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It can be very difficult to know what makes a solid male ally, so I took a stab at answering that question. I’ve created a list of 10 ways men can act on their Christian feminism, with specific emphasis on the church.

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What happens when the hall of theology becomes an echo chamber? What happens when half the sky meets God but the church doesn’t want to hear their story? What happens when the theological insights of women are pressed to the margins of Christianity?

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It was the week of my final interview for ordination. I had turned in my paper on pastoral theology, passed one round of interviews at the conference level, and was headed into my interviews on the national level. I was taking a class that same week with fellow ministers, male and female, in various stages of the ordination process. It just so happened that those of us in the final stage in the class were women. 

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Recently, I received a couple of e-mails from a few well-meaning friends suggesting that I tone it down with social media posts advocating for women in ministry. These friends suggested that my posts caused tension, made the church look bad, and would turn people away from attending church.

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I later learned that common conceptions of ‘evangelical’ were shaped by memories of fire and brimstone pre-millennial tent revivals, or perpetuated by negative caricatures of tele-evangelists or mega-church sales gimmicks asking for money.

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In a recent Arise article, Amy Buckley recounted an exchange between herself and a group of men who accused Christian feminists of using a hermeneutic of pain to interpret the Bible. It was their way of suggesting that feminists do not understand Scripture because they identify strongly with people who suffer.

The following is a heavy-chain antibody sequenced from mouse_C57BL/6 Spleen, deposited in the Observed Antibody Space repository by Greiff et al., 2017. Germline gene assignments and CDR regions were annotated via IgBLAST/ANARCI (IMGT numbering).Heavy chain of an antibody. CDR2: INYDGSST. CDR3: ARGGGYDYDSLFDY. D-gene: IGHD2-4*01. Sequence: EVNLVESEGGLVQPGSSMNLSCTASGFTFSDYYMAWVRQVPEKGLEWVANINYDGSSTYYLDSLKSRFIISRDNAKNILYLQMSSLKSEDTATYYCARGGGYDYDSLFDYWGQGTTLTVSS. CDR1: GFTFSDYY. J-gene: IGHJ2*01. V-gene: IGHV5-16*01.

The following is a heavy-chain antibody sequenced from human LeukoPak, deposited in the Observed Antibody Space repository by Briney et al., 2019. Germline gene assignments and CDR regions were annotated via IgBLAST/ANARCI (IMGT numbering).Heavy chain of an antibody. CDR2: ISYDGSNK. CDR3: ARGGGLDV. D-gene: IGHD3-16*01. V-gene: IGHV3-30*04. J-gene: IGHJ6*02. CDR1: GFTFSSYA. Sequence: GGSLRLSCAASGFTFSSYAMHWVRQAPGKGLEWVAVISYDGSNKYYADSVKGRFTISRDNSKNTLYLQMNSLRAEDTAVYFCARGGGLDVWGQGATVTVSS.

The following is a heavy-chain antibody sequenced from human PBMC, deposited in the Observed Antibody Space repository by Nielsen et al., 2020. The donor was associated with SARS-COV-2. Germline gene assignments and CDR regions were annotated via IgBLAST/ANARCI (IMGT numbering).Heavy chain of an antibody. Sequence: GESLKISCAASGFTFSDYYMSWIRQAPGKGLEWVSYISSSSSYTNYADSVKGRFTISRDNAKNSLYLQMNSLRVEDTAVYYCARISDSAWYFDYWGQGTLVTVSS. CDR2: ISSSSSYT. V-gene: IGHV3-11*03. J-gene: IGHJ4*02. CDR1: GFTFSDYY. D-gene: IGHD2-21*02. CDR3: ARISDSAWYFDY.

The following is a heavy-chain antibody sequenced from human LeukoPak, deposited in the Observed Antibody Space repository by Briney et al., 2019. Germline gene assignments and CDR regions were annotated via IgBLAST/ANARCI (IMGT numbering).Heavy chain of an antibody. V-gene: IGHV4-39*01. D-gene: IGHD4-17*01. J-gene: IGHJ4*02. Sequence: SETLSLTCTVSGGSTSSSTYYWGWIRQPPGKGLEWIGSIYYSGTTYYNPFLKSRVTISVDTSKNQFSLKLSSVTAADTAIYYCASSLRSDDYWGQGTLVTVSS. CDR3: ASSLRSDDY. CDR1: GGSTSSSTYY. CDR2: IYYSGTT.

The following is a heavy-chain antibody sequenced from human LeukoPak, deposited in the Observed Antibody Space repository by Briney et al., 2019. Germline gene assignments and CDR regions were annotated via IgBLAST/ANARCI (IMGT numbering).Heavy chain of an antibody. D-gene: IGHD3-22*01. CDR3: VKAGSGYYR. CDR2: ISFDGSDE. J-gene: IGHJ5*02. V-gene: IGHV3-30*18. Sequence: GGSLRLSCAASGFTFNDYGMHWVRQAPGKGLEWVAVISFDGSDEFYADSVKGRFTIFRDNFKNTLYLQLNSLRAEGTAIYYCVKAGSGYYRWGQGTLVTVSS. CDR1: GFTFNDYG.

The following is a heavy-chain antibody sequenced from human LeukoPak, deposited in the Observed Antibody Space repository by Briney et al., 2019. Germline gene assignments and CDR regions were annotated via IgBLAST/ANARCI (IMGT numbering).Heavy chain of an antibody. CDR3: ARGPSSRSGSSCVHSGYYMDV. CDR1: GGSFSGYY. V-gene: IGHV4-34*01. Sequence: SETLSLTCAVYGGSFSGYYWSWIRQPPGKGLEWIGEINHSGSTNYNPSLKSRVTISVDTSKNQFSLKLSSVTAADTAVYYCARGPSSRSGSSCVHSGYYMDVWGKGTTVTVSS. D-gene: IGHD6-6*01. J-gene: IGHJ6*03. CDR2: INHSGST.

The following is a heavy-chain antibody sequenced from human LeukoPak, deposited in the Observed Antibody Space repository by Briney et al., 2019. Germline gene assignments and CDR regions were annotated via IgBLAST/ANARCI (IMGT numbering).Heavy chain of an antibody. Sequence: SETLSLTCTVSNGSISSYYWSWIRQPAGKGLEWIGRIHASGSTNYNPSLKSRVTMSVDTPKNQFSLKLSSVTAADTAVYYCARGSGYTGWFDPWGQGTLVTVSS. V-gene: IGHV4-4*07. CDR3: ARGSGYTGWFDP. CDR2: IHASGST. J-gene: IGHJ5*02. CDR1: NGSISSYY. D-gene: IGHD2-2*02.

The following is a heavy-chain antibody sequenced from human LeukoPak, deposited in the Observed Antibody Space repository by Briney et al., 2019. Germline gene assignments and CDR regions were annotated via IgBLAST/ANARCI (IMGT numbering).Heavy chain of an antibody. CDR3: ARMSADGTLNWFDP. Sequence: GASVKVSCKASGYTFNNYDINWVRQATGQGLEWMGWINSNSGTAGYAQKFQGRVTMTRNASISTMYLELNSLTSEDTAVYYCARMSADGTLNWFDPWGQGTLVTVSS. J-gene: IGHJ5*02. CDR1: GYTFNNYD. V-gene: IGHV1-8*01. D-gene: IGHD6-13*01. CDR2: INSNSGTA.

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Whether rich or poor, black or white, male or female, free or slave, egalitarians of the nineteenth century called the world to answer for its oppression of those made in the image of God

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I have always believed in God. But I didn’t always believe that God loved me. Patriarchal theology gave me no reason to think that I mattered like men mattered. For much of my life, I felt like I was standing on the very edge of the body of Christ, just waiting to be pushed out.

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A deeper understanding of how the Finnish and German languages approach pronouns helps us see that it is possible to move past the nuances of language to the universal message of the Gospel.

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She didn’t mean to be a feminist. She probably had no idea she was one. She was just focused on Jesus Christ. But in following Jesus, she defied society’s expectations for women and secured an important place in history.

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